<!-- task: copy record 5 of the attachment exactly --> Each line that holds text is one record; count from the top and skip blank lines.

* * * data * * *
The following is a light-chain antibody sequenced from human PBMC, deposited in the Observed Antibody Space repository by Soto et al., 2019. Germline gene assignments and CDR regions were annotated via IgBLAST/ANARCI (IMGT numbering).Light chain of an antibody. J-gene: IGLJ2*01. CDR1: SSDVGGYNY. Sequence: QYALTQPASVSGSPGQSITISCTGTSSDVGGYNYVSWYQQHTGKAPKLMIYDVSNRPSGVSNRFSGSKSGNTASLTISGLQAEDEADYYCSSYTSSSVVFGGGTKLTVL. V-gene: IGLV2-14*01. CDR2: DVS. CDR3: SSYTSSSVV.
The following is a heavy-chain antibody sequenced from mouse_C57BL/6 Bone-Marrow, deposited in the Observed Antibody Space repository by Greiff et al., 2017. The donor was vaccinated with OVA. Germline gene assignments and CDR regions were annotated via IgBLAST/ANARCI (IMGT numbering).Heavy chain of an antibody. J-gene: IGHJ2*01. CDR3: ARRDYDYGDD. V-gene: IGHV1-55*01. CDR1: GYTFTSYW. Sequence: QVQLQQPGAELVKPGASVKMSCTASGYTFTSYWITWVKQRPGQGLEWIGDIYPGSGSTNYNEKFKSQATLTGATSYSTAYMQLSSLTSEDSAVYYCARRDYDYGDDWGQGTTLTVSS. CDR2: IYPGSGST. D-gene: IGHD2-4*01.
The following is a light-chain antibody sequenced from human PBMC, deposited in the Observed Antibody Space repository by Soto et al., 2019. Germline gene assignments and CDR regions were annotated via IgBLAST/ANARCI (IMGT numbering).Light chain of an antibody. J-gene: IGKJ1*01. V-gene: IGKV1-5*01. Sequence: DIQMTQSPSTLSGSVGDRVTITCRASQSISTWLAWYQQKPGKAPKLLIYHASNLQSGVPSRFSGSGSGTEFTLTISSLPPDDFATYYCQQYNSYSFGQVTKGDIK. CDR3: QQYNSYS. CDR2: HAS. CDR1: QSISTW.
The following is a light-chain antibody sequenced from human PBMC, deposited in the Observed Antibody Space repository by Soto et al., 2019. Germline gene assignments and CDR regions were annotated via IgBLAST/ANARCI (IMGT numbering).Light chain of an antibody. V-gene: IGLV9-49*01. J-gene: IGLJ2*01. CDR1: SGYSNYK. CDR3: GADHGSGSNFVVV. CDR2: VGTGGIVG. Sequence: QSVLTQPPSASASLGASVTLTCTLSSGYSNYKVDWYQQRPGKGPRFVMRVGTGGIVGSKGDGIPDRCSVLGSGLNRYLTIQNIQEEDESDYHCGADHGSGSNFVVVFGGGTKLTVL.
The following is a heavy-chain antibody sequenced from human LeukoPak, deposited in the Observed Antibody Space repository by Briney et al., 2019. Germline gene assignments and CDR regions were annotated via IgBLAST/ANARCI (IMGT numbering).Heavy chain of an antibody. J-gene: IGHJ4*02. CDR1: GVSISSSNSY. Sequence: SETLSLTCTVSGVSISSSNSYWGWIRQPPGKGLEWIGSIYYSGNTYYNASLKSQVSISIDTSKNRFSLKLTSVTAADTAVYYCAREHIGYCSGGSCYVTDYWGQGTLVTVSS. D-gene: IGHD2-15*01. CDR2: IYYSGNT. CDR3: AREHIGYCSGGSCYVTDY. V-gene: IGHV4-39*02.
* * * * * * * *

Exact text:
The following is a heavy-chain antibody sequenced from human LeukoPak, deposited in the Observed Antibody Space repository by Briney et al., 2019. Germline gene assignments and CDR regions were annotated via IgBLAST/ANARCI (IMGT numbering).Heavy chain of an antibody. J-gene: IGHJ4*02. CDR1: GVSISSSNSY. Sequence: SETLSLTCTVSGVSISSSNSYWGWIRQPPGKGLEWIGSIYYSGNTYYNASLKSQVSISIDTSKNRFSLKLTSVTAADTAVYYCAREHIGYCSGGSCYVTDYWGQGTLVTVSS. D-gene: IGHD2-15*01. CDR2: IYYSGNT. CDR3: AREHIGYCSGGSCYVTDY. V-gene: IGHV4-39*02.